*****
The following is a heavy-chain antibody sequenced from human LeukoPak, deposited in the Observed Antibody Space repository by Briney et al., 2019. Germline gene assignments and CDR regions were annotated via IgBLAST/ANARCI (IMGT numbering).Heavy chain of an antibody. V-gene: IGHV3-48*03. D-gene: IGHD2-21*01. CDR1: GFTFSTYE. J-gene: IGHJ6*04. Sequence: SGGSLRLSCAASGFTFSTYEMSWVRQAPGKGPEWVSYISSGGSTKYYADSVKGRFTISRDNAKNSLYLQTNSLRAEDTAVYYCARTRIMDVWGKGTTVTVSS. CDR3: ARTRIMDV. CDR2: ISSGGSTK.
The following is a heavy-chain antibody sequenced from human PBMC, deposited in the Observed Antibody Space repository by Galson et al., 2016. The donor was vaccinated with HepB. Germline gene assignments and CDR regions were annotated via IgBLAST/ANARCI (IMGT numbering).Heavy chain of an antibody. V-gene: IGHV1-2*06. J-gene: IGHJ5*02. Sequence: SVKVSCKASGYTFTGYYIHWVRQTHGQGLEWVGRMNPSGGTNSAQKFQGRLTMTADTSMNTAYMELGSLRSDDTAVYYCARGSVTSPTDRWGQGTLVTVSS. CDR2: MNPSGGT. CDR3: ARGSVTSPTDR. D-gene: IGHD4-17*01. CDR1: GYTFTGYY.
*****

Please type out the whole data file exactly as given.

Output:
The following is a heavy-chain antibody sequenced from human LeukoPak, deposited in the Observed Antibody Space repository by Briney et al., 2019. Germline gene assignments and CDR regions were annotated via IgBLAST/ANARCI (IMGT numbering).Heavy chain of an antibody. V-gene: IGHV3-48*03. D-gene: IGHD2-21*01. CDR1: GFTFSTYE. J-gene: IGHJ6*04. Sequence: SGGSLRLSCAASGFTFSTYEMSWVRQAPGKGPEWVSYISSGGSTKYYADSVKGRFTISRDNAKNSLYLQTNSLRAEDTAVYYCARTRIMDVWGKGTTVTVSS. CDR3: ARTRIMDV. CDR2: ISSGGSTK.
The following is a heavy-chain antibody sequenced from human PBMC, deposited in the Observed Antibody Space repository by Galson et al., 2016. The donor was vaccinated with HepB. Germline gene assignments and CDR regions were annotated via IgBLAST/ANARCI (IMGT numbering).Heavy chain of an antibody. V-gene: IGHV1-2*06. J-gene: IGHJ5*02. Sequence: SVKVSCKASGYTFTGYYIHWVRQTHGQGLEWVGRMNPSGGTNSAQKFQGRLTMTADTSMNTAYMELGSLRSDDTAVYYCARGSVTSPTDRWGQGTLVTVSS. CDR2: MNPSGGT. CDR3: ARGSVTSPTDR. D-gene: IGHD4-17*01. CDR1: GYTFTGYY.